by Scott Bennett    Tue, Mar 20, 2007, 05:09 pm

Back in the day it was the three-martini lunch - then HR got involved (ever notice how much fun they seem to spoil?). And, it wasn’t a bad pace – three martini’s, three-hours. You could still walk afterwards. Of course this was popularized before the internet, before the blackberry, even before the cell phone (if you can imagine). This was back in the day before it was considered appropriate for many professional services to advertise (that’s the hard one to imagine – commercials for ambulance chasers were not allowed). So, this was marketing. Good old, face-to-face discussions, with the rough edges smoothed out by a nice gin.

But then political correctness, MADD, and of course, HR got in the way. And, along the way, the world changed. Lawyers could advertise, phones went everywhere you went, and then this thing called the internet. As some folks predicted it might, is has really caught on, … really. And the pace of business became about speed. Business relationships took on a more impersonal manner. Nstd of cing sum 1 ud txt m or leave a vm. Countless deals were struck with people never actually talking to each other – the closest was talking to each other’s voice mail.

But, more recently, folks have started figuring out that behind it all it is still people and people need to relate to one another in a direct manner. In order to truly communicate and collaborate, people need to look into each other’s eyes at least once. There is a trust factor that is gained that cannot be communicated over a digital medium. It has to come from looking that person in the eye – live and in person if possible.

Of course, that raises the question where do you do this eyeballing of the other person. No way HR is going to go along with the reintroduction of the three-martini lunch, not even the two or the one. And many of us don’t have real offices any more to meet at. There’s only so much you want to talk about in a cube with everyone around prairie dogging. And then, of course, there are those of us with the ‘virtual office’ (fancy language for working in your gym clothes most of the time). And who wants to clean house every time we gotta have a meeting.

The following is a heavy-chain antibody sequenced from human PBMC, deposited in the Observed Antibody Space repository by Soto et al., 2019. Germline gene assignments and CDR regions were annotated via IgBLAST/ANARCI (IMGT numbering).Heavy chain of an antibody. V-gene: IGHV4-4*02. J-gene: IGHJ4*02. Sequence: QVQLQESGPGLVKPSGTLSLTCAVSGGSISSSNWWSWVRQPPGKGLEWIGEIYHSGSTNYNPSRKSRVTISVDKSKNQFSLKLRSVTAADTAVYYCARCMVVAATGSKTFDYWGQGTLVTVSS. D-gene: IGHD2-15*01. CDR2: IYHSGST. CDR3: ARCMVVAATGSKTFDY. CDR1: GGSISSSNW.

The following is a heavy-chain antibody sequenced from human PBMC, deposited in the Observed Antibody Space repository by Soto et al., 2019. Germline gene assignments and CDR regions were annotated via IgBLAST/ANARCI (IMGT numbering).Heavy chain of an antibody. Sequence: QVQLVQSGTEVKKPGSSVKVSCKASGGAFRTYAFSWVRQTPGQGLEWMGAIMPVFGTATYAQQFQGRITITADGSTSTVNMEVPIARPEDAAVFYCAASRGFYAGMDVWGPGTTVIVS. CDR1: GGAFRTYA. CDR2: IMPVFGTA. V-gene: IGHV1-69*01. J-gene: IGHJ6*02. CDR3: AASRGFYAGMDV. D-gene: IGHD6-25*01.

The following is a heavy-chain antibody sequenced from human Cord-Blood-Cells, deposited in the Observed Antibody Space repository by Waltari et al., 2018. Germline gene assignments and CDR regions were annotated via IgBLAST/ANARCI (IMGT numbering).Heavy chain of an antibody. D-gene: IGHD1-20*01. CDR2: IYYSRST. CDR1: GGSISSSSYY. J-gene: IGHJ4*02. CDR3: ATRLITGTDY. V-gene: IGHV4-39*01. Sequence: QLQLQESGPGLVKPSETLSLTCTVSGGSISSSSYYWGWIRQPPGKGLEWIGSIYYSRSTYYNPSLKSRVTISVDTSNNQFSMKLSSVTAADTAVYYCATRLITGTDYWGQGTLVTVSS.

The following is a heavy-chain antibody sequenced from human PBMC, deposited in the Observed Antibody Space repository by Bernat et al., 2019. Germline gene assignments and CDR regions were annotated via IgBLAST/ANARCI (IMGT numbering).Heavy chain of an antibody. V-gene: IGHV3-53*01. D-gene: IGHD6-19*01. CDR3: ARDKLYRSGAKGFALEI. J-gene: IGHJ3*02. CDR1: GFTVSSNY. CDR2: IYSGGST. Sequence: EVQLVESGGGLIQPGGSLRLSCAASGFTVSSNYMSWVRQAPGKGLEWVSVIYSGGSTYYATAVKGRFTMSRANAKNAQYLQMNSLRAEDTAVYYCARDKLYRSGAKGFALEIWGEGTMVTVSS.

So, where else but the coffee shop to meet? Starbucks and its competitors are getting rich off of this trend. Of course, if you meet there, you have to buy the product – at least get a ‘tall’ (which of course is the small). According to Howard Schultz, the Starbucks CEO, Starbucks brews over 227 million gallons of coffee a day (and that’s before they open all the new Starbucks inside the Starbucks).

I was thinking about all this the other day, working my way home (oops, I mean back to the office) after a series of meetings, my mind going a hundred miles an hour, my foot tapping, my finger tapping, talking fast on the blue tooth, realizing I really needed to go to the restroom, again. I was hopping, really wired, ready to crank some work out. And, then it hit me, coffee is the new business martini. My day started at the Park Cities club for a breakfast meeting and coffee. Then it was over to Javalato’s in Preston Center to do some quick email over coffee (if you haven’t been there – its great – puts Starbucks to shame and the wireless is free if you buy a cup). Then, a meeting there over coffee. Then, over to Starbucks in Las Colinas to meet with another client. Then a lunch meeting (with a little coffee afterward). Then to Addison for one more meeting over coffee. And, of course, what’s the point of decaf, right?

I used to consume half a cup of coffee a day (along with three martinis). Now I don’t even want to try to measure my consumption (of coffee – no martinis anymore, HR). It seems we have gone from the martini being the liquid that oiled the meetings to coffee fueling them. Who would have ever imagined it not so many years ago. But then who would have ever guessed people would line up to pay $5 for a fancy cup of coffee. I like the change. The coffee meeting combines the personal interaction with the business need for speed. You can keep meetings shorter – its over when the coffee is cold or gone. You come out of a meeting wired, not smashed. Its cheaper than a martini (unless you order a quad grande 3 pump extra hot no whip white mocoa). All good things; I like it when I slow down enough to think about it.

That’s one of the things I love about business; its dynamics, the way its changes and adapts. Who knows what will be next. Maybe coffee will be around a while as the fuel/excuse for a meeting, at least until HR figures out a reason to ruin this too.


Keith Walters is an accomplished operational executive, a seasoned management consultant and a veteran of the technology boom. Keith has a gamut of business and technology experiences from being a programmer to starting businesses to running a global division of a billion dollar company. Having decided to recapture his life he left his role in large-corporate America and is rebuilding his network in DFW while he works on startups, provides management consulting and decides what to do next with his career. He has found that networking over coffee truly gets him wired.

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